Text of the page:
‘Padre’ de Pamilya

By Bernie Durangparang

The author, originally from Oslob, Cebu, is a teacher by profession but has been a member of the Columban Vocation Team for 19 years. He lives in Ozamiz City.

Bernie with Father Kurt

I recently cried at an ordination. Kurt Pala finally made his commitment at the altar as a priest on 21 November 2015. I was more than happy to have accompanied him in his discernment process since he was in 4th year high school. Truly it is a joy to be part of the vocation team for 19 years now.  The greatest moment for me at Father Kurt’s ordination was when I approached him after the ceremony to kiss his anointed hands. He instead spontaneously embraced me and whispered, ‘Salamat kaayo, Kuya’ (Thank you so much, Elder Brother’). I could only shed a tear at that humbling moment as I uttered, ‘Congratulations, Kurt. Na-pari na gyod ka. (You are now truly a priest).

For me, being a vocation promoter is not just an ordinary job but a commitment. This work is special because we are dealing with souls. Fulfilment is achieved when I get to see the young men we are accompanying grow as responsible persons in their chosen vocation. To see someone I have accompanied become a priest is a big bonus that I am grateful for. It is that fulfilment and satisfaction beyond compare, for the journey to the priesthood isn’t easy.

Bernie, Father Kurt and John Yecyec

My work entails much traveling, crossing seas and mountains. Sometimes I need to travel at dawn or at night to catch up with the schedules as the vocation team conducts recollections and seminars, visits schools, meet interested inquirers and follows up on candidates from different towns and regions. This is the reality of my work. It is tiring, and I have to be away from my family most of the time.

Bernie's Family

Being a family man I experience various challenges. I have to attend my family’s needs in the limited time I can spend with them. The greatest challenge was when my wife Laga was diagnosed with a brain tumour in October 2011. She had two operations in the same month, because of an infection after the first. The aftercare was quite demanding as I had to look after Laga myself. The healing process was slow until a follow-up operation in 2014, in God’s mercy, made her condition much better.

This period hasn’t been easy. Sometimes it has been just like a blur. At the height of Laga’s condition, having to take care of her and of my children, I reached a point where I almost gave up.

What helped me continue was the love and support of the Columbans. They did not put pressure on me but rather allowed me to find the rhythm needed to juggle my family situation and my work responsibility.  They have been very generous and understanding. In return, I have found ways of accomplishing things even if I have to be with my wife and children.  In spite of the challenges I face each day, my enthusiasm to continue inviting young people to follow Christ as Columbans is still burning.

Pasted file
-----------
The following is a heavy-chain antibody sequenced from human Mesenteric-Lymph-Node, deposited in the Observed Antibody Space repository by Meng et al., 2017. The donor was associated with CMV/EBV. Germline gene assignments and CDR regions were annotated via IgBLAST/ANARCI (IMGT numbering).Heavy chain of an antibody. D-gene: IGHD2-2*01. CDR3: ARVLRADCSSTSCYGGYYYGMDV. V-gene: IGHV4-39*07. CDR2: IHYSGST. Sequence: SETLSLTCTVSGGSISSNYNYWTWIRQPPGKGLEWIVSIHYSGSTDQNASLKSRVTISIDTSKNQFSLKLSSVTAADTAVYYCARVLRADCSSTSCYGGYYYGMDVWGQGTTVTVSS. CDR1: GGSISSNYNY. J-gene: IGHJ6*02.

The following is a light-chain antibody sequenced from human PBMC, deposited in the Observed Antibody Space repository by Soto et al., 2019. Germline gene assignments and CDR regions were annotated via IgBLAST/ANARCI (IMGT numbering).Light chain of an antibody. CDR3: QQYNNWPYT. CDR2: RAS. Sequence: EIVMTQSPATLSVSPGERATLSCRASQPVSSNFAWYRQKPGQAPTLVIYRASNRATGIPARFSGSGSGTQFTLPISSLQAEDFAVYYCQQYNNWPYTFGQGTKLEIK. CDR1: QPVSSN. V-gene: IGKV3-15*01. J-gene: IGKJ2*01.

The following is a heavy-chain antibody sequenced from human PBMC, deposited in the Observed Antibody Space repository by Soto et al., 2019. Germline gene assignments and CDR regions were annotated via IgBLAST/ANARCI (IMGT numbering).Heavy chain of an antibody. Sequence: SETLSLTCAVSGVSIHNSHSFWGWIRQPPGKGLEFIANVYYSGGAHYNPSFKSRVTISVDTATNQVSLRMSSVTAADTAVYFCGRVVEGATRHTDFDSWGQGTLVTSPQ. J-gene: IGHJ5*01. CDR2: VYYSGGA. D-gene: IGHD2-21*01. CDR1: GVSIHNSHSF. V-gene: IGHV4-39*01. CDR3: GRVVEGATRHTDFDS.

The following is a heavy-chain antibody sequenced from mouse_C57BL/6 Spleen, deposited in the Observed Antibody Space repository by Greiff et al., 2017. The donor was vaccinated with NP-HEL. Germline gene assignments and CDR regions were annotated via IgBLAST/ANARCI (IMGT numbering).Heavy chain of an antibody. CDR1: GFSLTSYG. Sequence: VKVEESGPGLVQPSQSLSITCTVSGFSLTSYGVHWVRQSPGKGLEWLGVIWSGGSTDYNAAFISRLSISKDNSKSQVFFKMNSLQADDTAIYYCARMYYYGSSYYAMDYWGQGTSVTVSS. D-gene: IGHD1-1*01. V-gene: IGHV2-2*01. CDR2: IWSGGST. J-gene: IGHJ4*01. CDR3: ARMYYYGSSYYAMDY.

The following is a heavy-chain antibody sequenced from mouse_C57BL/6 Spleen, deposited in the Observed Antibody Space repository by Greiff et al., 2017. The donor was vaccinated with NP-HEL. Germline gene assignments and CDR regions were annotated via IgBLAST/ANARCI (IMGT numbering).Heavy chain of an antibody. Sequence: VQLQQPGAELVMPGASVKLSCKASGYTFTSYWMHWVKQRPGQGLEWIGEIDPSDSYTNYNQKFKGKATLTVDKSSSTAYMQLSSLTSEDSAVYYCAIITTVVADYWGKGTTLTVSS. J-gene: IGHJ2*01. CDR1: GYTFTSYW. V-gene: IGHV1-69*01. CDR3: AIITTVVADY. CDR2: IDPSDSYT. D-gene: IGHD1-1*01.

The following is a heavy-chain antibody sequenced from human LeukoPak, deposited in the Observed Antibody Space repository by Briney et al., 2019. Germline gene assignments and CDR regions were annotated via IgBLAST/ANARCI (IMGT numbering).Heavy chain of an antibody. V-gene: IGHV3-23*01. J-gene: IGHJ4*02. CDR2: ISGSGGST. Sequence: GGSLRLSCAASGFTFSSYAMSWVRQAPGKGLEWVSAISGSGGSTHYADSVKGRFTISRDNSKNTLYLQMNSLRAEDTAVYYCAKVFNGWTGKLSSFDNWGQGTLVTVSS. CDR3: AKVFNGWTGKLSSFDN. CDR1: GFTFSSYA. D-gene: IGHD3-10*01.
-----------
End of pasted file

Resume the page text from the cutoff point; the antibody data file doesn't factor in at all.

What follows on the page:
Bernie with the vocation director, Fr Jovito Dales

A vocation is always a gift. Embracing one’s vocation is more than a gift because it is through following it that you can use your talents to fulfil Christ’s Mission. Oftentimes in our vocation promotion, students ask me, ‘Pari pud ka?’ (Are you a priest too?).  I usually reply in jest, ‘Dili uy! Padre de pamilya ako.’ (Of course not! I’m the father of a family’.) Father Kurt’s vocation as a priest and my vocation as head of my family may be different. We follow our different paths but are both heading towards the same goal, the ultimate purpose of continuing Christ’s mission here on earth.

Vocation team on a family visit

 ‘Kumusta naman ang college student? (‘How is the college student?’) I asked my eldest, Billy. ‘OK ra man’ (‘Just OK’), he replied. ‘Ug kumusta man ka sa imong course?’ (‘And how are you doing in your course? ‘OK ra man’, again, came his uninterested reply. So I asked him another question, ‘Wa ka nagplano nga mag-pari?’ (Are you not planning to be a priest?’) His reply struck me, as I hadn’t expected it, ‘Naghunahuna pud ko ana, Pa.’ (I’m also thinking about that, Pa.) It got me thinking. Why not?

Billy Durangparang, eldest son of Bernie and Laga, in Ozamiz Cathedral.